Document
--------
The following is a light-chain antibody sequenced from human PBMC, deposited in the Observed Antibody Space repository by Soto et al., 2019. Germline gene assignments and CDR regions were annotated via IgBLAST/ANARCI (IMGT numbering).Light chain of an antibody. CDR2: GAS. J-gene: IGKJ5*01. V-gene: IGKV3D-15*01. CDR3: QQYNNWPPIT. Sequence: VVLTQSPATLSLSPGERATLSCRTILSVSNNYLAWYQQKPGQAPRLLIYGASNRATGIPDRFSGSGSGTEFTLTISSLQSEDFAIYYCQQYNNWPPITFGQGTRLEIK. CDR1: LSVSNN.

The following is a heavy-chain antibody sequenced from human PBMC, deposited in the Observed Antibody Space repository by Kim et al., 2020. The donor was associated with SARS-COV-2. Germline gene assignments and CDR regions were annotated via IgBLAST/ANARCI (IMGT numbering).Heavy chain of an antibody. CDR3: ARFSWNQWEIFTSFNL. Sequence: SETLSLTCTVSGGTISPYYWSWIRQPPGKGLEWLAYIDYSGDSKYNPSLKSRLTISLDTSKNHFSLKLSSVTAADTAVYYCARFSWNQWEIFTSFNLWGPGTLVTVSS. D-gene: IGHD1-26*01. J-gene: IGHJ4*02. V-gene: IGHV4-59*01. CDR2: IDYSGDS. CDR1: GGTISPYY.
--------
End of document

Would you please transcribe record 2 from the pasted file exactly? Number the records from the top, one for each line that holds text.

The following is a heavy-chain antibody sequenced from human PBMC, deposited in the Observed Antibody Space repository by Kim et al., 2020. The donor was associated with SARS-COV-2. Germline gene assignments and CDR regions were annotated via IgBLAST/ANARCI (IMGT numbering).Heavy chain of an antibody. CDR3: ARFSWNQWEIFTSFNL. Sequence: SETLSLTCTVSGGTISPYYWSWIRQPPGKGLEWLAYIDYSGDSKYNPSLKSRLTISLDTSKNHFSLKLSSVTAADTAVYYCARFSWNQWEIFTSFNLWGPGTLVTVSS. D-gene: IGHD1-26*01. J-gene: IGHJ4*02. V-gene: IGHV4-59*01. CDR2: IDYSGDS. CDR1: GGTISPYY.